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I'm reading a book and have encountered a relation which seems to me to be impossible to prove, I would like to be sure if this is the case. The author gives a probability function as $$p_n = \frac{e^{-c_1 n - c_2/n}}{Z},$$ where $c_1$ and $c_2$ are constants and Z is a normalization factor and $n \geq 3$. Then by considering $\langle n \rangle = 6$ and defining $\alpha$ (the second moment) as $\alpha = \sum_{n = 3}^{\infty} p_n (n - 6)^2$, the author claims one can show that

\begin{equation} \alpha + p_6 = 1, \quad \quad \quad 0.66 < p_6 < 1, \end{equation} \begin{equation} \alpha p_6^2 = 1 / 2 \pi, \quad \quad \quad 0.34 < p_6 < 0.66. \end{equation}

How is such a thing possible in the first place as these relations are not even dependent on $c_1$ and $c_2$?

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    $\begingroup$ Do you want to tell us the name of the secret book? $\endgroup$
    – Kung Yao
    Jul 12, 2021 at 21:58

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The equality $\alpha + p_6 = 1$ can be rewritten as $$\sum_{n=3}^\infty g(n)p_n=1,$$ where $$g(n):=(n-6)^2+1(n=6)\ge1(n\in\{5,6,7\})+4\times1(n\notin\{5,6,7\}).$$ Therefore and because $p_n>0$ for all $n\ge3$, we have $$\sum_{n=3}^\infty g(n)p_n>\sum_{n=3}^\infty p_n=1,$$ so that the equality $\alpha + p_6 = 1$ is always false.


As for the equality \begin{equation} \alpha p_6^2 = 1 / 2 \pi, \quad \quad \quad 0.34 < p_6 < 0.66, \end{equation} numerics suggest that it is also false in general. In particular, using Mathematica's numerical summation NSum[] command, for $c_1=12$ and $c_2=500$ we get $p_6=0.50995\ldots\in(0.34,0.66)$ but $2\pi\alpha p_6^2=0.90785\ldots\ne1$.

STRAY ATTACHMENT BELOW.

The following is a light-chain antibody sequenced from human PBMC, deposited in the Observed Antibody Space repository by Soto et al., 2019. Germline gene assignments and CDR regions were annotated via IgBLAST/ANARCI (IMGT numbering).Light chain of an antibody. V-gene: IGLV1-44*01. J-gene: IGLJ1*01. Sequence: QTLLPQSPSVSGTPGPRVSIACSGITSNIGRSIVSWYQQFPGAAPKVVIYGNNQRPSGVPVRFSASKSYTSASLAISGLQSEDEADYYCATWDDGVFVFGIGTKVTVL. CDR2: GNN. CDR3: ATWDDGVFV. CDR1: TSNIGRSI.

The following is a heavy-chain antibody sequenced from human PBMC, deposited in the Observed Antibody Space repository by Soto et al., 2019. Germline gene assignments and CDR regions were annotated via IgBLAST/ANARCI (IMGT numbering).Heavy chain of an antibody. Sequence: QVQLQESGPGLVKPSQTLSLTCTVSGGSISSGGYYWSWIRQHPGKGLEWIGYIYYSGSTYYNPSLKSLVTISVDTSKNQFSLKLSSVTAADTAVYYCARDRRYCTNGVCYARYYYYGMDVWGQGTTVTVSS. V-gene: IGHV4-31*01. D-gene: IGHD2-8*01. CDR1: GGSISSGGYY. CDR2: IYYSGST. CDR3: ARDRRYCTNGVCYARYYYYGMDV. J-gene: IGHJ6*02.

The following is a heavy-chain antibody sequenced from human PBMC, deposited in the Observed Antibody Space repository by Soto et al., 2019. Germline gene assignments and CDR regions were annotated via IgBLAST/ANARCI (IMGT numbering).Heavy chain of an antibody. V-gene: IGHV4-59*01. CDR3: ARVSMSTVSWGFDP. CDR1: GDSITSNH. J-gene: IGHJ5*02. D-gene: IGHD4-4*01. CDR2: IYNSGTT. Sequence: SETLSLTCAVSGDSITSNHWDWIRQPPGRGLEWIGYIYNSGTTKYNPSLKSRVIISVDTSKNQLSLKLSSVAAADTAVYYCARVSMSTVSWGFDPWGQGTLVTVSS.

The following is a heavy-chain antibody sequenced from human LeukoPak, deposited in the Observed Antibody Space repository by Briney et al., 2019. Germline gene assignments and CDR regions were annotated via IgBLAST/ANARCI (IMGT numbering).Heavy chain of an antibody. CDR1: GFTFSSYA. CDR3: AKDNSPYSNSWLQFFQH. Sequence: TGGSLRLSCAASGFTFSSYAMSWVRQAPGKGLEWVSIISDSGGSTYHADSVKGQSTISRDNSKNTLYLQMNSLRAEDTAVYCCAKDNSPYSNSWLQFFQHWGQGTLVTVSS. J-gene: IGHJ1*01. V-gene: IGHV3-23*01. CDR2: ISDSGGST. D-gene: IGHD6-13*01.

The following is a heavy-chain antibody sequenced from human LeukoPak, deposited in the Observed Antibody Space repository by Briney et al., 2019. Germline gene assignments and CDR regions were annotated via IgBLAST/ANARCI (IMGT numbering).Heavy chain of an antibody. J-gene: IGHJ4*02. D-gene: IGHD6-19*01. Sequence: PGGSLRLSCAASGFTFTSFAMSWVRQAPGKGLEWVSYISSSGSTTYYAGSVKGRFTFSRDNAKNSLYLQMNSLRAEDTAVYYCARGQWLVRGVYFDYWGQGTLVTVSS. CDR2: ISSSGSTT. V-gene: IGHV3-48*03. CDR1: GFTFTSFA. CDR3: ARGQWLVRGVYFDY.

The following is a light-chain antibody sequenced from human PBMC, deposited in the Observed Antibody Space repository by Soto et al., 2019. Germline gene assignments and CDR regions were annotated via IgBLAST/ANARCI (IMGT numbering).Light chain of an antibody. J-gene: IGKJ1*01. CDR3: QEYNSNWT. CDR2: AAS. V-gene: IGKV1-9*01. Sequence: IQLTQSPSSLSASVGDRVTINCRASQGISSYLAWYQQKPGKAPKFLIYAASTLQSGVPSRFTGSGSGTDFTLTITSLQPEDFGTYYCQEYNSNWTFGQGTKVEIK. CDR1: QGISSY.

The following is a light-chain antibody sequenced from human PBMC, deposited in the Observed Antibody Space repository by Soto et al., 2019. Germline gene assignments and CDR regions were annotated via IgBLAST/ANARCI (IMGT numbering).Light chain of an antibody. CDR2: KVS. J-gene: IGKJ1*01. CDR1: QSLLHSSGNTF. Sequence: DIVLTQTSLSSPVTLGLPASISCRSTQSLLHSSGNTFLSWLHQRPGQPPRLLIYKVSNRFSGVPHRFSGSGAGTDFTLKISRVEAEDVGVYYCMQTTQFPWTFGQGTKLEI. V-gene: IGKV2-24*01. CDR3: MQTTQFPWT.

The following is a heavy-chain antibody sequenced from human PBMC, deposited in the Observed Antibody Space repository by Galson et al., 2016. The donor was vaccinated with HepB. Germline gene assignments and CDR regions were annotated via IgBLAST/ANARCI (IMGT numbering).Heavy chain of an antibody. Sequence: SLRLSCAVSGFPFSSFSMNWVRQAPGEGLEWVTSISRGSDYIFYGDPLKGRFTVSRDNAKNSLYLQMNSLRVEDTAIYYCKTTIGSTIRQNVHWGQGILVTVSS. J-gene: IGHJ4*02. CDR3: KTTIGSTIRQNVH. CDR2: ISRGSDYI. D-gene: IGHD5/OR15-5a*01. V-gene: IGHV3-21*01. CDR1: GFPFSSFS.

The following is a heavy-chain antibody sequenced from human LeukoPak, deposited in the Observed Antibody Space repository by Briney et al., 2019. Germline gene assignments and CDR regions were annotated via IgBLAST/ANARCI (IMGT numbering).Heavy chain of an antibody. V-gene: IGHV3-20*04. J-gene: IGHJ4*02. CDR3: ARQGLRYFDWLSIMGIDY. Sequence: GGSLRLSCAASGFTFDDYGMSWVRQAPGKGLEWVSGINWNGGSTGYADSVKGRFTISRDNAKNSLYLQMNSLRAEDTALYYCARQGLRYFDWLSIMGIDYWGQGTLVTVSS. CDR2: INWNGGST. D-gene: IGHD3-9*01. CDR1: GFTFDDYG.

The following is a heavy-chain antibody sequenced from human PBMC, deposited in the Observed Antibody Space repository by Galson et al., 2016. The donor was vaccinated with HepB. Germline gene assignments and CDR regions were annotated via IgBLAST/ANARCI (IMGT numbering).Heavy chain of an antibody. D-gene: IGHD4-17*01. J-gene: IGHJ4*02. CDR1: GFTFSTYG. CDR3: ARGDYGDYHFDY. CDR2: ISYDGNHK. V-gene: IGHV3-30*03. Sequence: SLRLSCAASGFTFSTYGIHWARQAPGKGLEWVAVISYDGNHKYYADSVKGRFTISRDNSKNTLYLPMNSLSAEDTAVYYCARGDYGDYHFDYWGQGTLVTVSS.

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  • $\begingroup$ @Loi : I do not see your identities in the paper linked in your comment. Anyhow, do you see any errors in the above disproof? $\endgroup$ Jul 12, 2021 at 23:48
  • $\begingroup$ @Loi : A question about corresponding approximate relations would be something quite different, and should be posted separately. $\endgroup$ Jul 12, 2021 at 23:54
  • $\begingroup$ @Loi : Apparently, they mean it in some unspecified approximate sense, with this justification: "asymptotic behaviour is manifested in fig. 5," Anyhow, the mathematical question that you posted is now resolved. $\endgroup$ Jul 13, 2021 at 0:06
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    $\begingroup$ @Loi : Such an edit would invalidate the valid answer to a clearly stated question. So, an "approximate" question should be posted separately. $\endgroup$ Jul 13, 2021 at 0:21

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